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Best Buy's Intense Black Friday Store Strategy, Mapped Out

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Photo: Getty Images
Photo: Getty Images

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Yesterday, nearly all of Best Buy's employees at 1,400 US locations were up early preparing for Black Friday by going through a dry run of the day. The Washington Post sat in on the rehearsal at a Best Buy in Arlington, Virginia to get a first-hand look at how the store prepares to handle the crowds.

Merchandise that usually remains locked up will be kept unlocked so employees can get to it faster. 10 people have been designated simply to find and replenish holes in stock anywhere in the store during the entirety of the sale period, while nine employees will man a 12-foot station where customers can pick up items that they've bought online. According to the company, these purchases account for 40% of online revenue.

Pre-routing the lines to avoid congestion is a big deal: separate lines are marked out for different doorbuster deals and snake through low-traffic areas like the dishwasher section. Other lines for gaming systems are purposefully routed through the DVD section in hopes that waiting customers will pick up more items while waiting to check out. Outside, the line of customers waiting to get into the store crossed into Target's area last year and caused plenty of headaches. This year, they purposefully rerouted that line to head towards T.J.Maxx instead because that retailer won't be open on Thanksgiving.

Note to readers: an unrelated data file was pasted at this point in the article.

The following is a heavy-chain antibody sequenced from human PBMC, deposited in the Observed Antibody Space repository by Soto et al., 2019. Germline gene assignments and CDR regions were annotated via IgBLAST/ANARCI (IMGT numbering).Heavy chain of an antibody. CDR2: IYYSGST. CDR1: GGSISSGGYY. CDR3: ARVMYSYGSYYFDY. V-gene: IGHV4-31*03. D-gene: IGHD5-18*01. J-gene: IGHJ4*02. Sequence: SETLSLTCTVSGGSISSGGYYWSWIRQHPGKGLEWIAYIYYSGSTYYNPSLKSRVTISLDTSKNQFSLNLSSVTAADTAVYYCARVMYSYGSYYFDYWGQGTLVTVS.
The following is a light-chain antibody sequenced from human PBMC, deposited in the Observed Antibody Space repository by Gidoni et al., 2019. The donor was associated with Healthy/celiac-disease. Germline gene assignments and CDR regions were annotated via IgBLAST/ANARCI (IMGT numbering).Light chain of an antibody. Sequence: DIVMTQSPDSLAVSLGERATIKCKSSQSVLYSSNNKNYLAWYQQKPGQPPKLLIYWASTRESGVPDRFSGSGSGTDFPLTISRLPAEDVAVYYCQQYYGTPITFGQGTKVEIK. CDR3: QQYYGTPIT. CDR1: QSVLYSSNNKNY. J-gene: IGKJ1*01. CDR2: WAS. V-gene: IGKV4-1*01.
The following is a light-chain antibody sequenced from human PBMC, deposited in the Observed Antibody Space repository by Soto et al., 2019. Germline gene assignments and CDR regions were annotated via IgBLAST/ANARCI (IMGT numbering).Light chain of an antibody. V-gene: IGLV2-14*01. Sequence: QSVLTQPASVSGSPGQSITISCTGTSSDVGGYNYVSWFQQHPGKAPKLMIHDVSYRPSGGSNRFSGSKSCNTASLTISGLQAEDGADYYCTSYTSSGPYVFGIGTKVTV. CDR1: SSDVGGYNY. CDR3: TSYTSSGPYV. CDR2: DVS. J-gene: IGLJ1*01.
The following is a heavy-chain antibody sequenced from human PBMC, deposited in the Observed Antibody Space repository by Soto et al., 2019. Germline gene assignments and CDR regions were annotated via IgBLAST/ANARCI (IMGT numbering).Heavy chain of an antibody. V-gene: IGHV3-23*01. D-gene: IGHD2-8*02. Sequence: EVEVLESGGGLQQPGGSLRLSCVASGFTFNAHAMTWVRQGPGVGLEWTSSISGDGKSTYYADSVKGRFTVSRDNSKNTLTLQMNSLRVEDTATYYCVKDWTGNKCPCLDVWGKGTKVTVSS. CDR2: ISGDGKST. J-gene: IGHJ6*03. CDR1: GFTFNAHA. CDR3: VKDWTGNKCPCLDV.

Thankfully, the day also calls for a break in regular company dress code. According to Rob Delissio, Alexandria's store manager, the employees can exchange their solid black shoes for any kind of comfortable footwear.
· Best Buy's Black Friday dress rehearsal: How one retailer girds itself for the shopping crush [Washington Post]
· Black Friday 2014 Deals: 166 Sales And Counting [Racked]
· Are Black Friday Sales Worth the Hype? Experts Weigh In [Racked]